Who's to Blame for Facebook's Messy IPO Debut?

With a weekend to figure things out, we've got a few suspects to blame for the mess that was Facebook's IPO debut on Friday.

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With a weekend to figure things out, we've got a few suspects to blame for the mess that was Facebook's IPO debut on Friday. After a late start due to glitches on NASDAQ and a possible scandal in which Morgan Stanley upheld the price of the stock, Facebook's stock ended the day just where it started. It had a mini-pop, but it didn't soar, as expected. That was not supposed to happen. Since, NASDAQ has taken some of the blame, the trading index has admitted it had some issues that morning, according to The Wall Street Journal's Jenny Strasburg, Jacob Bunge, and Gina Chon. But, it's not the only player here and it's not really taking the full blame.

The Computers Did It

That's the excuse NASDAQ CEO Robert Greifeld had during a weekend conference call, blaming "poor design," reports Bloomberg's Nina Mehta. Though the exchange had done test runs before the big day, the system encountered a new technical snafu it hadn't anticipated."Nasdaq’s systems fell into a 'loop' that prevented the second-largest U.S. stock venue operator from opening the shares on schedule following the $16 billion deal, he said," writes Mehta. “It’s amazing that both Bats and Nasdaq unfortunately failed in an inglorious way,” William Karsh, the former chief operating officer at Direct Edge Holdings LLC, an exchange operator that competes with Nasdaq, told Mehta, referencing the Apple flash crash earlier this year. “It proves that technology isn’t infallible. There are so many moving parts that things can go wrong. That’s the lesson we learn," he said.

No, But Really It Was NASDAQ's Fault

NASDAQ's blame-the-computers excuse isn't very convincing. It says it encountered a problem it didn't anticipate, which occurred because of high trade volume. "Because of the size of the Facebook IPO and the level of investor interest, the process of matching up buy and sell orders to pinpoint the price of the first trade took slightly longer than normal—five milliseconds instead of three, according to Mr. Greifeld," write Strasburg, Bunge, and Chon. NASDAQ didn't prepare for huge volume on the most anticipated IPO since Google? Okay!

Plus, when things got really messy, the exchange didn't handle it so well. Certain requests were never filed; certain orders were never processed and certain cancellations were ignored. As part of its fix, NASDAQ intervened manually, explaining it couldn't handle all these requests. "We then manually intercepted this cross,"Grefield continued. "That manual intervention said we had to ignore the cancels that came in between the raindrops as we were processing the trade," he continues. During all of this NASDAQ had an open line of communication, but, as Strasburg, Bunge and Chon explain, communication wasn't so open, with traders getting updates every once in awhile.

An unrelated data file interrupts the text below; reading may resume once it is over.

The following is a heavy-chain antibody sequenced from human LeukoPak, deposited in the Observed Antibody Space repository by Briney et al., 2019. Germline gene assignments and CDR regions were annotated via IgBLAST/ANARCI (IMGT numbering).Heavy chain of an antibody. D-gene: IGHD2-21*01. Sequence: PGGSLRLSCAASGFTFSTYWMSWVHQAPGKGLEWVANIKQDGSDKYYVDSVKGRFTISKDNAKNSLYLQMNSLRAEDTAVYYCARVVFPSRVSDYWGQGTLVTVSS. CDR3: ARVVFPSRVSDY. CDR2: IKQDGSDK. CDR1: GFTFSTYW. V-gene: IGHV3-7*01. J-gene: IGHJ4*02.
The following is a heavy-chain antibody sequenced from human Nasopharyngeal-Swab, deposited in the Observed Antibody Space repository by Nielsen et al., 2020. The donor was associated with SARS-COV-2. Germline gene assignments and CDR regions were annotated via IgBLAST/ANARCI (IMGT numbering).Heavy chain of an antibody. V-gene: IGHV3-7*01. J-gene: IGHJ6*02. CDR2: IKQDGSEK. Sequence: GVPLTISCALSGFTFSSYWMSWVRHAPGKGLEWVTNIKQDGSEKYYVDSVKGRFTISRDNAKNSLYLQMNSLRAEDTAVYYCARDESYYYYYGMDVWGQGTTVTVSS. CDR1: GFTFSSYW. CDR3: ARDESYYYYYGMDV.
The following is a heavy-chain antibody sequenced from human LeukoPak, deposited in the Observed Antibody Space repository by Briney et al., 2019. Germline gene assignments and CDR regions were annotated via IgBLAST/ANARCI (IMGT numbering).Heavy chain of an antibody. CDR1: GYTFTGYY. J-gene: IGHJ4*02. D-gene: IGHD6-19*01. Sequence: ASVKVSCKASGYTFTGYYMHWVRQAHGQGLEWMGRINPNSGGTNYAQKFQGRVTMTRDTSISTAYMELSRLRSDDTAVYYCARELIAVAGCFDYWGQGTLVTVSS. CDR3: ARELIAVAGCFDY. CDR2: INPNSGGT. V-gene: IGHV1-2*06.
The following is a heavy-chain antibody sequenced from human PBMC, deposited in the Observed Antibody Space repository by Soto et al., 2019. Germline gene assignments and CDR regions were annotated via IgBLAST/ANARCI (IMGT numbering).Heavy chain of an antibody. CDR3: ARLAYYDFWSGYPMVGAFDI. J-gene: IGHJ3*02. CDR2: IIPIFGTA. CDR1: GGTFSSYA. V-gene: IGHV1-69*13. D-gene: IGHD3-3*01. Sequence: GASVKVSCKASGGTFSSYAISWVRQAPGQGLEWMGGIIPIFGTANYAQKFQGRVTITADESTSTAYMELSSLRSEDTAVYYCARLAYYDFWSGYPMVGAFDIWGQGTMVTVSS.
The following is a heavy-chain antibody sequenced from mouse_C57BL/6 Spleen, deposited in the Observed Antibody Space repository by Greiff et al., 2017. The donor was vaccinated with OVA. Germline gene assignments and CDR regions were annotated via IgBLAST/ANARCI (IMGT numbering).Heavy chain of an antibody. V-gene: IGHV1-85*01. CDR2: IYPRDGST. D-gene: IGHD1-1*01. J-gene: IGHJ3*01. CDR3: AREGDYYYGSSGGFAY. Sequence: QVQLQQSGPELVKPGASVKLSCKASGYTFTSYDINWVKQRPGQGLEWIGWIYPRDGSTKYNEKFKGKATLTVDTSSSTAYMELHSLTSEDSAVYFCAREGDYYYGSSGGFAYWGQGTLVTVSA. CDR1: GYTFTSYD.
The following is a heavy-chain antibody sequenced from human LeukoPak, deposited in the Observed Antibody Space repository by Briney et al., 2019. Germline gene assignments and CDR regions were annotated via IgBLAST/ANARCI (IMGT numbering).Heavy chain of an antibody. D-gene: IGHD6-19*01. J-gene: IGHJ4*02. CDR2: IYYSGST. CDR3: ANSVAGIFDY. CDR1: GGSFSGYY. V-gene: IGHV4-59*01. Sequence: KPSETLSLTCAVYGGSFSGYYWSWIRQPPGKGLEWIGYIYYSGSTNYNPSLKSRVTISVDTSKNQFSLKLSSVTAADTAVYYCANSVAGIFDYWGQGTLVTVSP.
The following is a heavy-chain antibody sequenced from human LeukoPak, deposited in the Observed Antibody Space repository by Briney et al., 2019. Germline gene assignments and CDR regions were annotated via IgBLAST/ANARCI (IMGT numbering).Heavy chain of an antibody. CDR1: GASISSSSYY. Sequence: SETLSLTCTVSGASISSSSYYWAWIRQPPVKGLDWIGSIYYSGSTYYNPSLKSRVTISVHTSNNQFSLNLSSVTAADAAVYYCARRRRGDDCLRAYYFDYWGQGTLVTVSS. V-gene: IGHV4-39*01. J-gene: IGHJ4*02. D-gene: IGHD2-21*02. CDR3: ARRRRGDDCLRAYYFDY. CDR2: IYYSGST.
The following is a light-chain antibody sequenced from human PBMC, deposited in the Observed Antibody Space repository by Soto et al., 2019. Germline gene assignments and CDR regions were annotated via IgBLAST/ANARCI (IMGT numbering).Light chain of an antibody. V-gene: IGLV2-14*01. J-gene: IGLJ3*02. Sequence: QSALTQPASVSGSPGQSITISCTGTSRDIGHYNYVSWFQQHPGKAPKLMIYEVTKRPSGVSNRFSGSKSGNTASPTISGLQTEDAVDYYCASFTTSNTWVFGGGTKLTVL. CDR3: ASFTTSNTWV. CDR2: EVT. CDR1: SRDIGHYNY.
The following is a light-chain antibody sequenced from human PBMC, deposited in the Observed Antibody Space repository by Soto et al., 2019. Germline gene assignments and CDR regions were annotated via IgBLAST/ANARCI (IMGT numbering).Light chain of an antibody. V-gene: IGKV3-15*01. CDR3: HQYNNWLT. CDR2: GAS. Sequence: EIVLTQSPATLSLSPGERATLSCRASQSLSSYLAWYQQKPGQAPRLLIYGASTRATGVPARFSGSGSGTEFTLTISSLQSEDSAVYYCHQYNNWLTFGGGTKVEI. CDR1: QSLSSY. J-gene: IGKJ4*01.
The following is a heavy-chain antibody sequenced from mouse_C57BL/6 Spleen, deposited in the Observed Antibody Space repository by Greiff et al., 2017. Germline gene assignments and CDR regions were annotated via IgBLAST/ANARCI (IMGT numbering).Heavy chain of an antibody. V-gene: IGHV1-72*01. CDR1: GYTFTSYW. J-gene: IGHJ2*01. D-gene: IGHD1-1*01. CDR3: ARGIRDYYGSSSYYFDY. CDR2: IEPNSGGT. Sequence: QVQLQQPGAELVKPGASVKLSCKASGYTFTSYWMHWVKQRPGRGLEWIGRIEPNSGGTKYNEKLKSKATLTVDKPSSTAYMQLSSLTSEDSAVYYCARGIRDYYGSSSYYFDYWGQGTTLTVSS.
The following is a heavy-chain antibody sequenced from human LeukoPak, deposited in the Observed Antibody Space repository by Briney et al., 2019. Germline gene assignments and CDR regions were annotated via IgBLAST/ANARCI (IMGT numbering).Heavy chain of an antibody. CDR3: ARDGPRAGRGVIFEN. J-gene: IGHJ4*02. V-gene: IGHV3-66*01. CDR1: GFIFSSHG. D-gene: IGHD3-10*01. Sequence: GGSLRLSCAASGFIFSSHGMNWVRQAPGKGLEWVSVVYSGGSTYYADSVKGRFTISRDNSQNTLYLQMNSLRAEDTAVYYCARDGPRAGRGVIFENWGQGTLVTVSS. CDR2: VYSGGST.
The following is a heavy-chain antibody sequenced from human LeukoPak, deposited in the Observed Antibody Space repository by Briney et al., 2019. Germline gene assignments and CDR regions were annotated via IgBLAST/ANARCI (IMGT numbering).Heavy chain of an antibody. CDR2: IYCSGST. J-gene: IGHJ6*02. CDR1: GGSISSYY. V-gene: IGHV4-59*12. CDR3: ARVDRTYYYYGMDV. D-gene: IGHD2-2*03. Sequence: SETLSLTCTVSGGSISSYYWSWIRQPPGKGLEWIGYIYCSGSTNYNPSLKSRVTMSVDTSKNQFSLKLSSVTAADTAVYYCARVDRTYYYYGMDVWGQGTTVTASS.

NASDAQ knows it screwed up. "This was not our finest hour," said Grefield. And the exchange will use what Grefield called an accommodation pool to compensate losses, which could total $13 million.

Glitch or Not, Facebook Was Overvalued

Another theory: Facebook's underwriters overvalued the social network. And that Morgan Stanley stepped in to keep the price from dipping below the initial $38 doesn't help that fear. Morgan Stanley called itself a stabilization agent, notes WSJ. But, other sources told Strausberg, Bunge and Chon the bank had no plans of doing that before Friday.

Fault? There's Nobody to Blame. This Was a Great Thing!

At least one trader, profiled by The Wall Street Journal's Jenny Strausberg, is relieved after Friday. "I seriously got struck by lightning and survived," trader Jared White told Strausberg. He planned to buy 30,000 shares of Facebook at $43 per share. Then the glitch happened. "I spent much of the day thinking that I was going to lose $120,000 or more," he continued, describing the chaos at his firm. But in the end, the trade didn't go through because of the morning's delay. Though, if he were to blame something or someone. He's going with the computers. "I personally want to see floor brokers back," he said. "I just think the humans are better at this."

Like we said NASDAQ's taking at least some of the blame. As for Facebook's stock price, we'll see how it does during its first week. As of this morning, it's trading below that $38 mark.

This article is from the archive of our partner The Wire.